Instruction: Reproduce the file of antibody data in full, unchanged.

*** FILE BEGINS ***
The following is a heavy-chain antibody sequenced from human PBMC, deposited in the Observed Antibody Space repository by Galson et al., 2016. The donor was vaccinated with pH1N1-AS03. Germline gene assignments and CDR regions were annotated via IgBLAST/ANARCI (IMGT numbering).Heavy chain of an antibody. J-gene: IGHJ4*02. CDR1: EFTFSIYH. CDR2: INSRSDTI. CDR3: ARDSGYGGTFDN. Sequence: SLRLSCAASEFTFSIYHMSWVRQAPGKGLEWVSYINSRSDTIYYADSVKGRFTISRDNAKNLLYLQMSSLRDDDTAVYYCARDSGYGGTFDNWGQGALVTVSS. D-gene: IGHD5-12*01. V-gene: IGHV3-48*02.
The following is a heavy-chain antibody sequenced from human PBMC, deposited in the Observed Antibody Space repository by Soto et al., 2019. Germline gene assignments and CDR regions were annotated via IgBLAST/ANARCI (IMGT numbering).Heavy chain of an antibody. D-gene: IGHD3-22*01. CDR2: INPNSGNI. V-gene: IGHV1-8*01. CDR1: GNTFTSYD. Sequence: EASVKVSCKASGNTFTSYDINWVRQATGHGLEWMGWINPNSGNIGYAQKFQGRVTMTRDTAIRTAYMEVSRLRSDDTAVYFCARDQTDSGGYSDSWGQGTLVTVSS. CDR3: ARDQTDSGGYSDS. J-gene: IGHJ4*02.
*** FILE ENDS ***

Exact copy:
The following is a heavy-chain antibody sequenced from human PBMC, deposited in the Observed Antibody Space repository by Galson et al., 2016. The donor was vaccinated with pH1N1-AS03. Germline gene assignments and CDR regions were annotated via IgBLAST/ANARCI (IMGT numbering).Heavy chain of an antibody. J-gene: IGHJ4*02. CDR1: EFTFSIYH. CDR2: INSRSDTI. CDR3: ARDSGYGGTFDN. Sequence: SLRLSCAASEFTFSIYHMSWVRQAPGKGLEWVSYINSRSDTIYYADSVKGRFTISRDNAKNLLYLQMSSLRDDDTAVYYCARDSGYGGTFDNWGQGALVTVSS. D-gene: IGHD5-12*01. V-gene: IGHV3-48*02.
The following is a heavy-chain antibody sequenced from human PBMC, deposited in the Observed Antibody Space repository by Soto et al., 2019. Germline gene assignments and CDR regions were annotated via IgBLAST/ANARCI (IMGT numbering).Heavy chain of an antibody. D-gene: IGHD3-22*01. CDR2: INPNSGNI. V-gene: IGHV1-8*01. CDR1: GNTFTSYD. Sequence: EASVKVSCKASGNTFTSYDINWVRQATGHGLEWMGWINPNSGNIGYAQKFQGRVTMTRDTAIRTAYMEVSRLRSDDTAVYFCARDQTDSGGYSDSWGQGTLVTVSS. CDR3: ARDQTDSGGYSDS. J-gene: IGHJ4*02.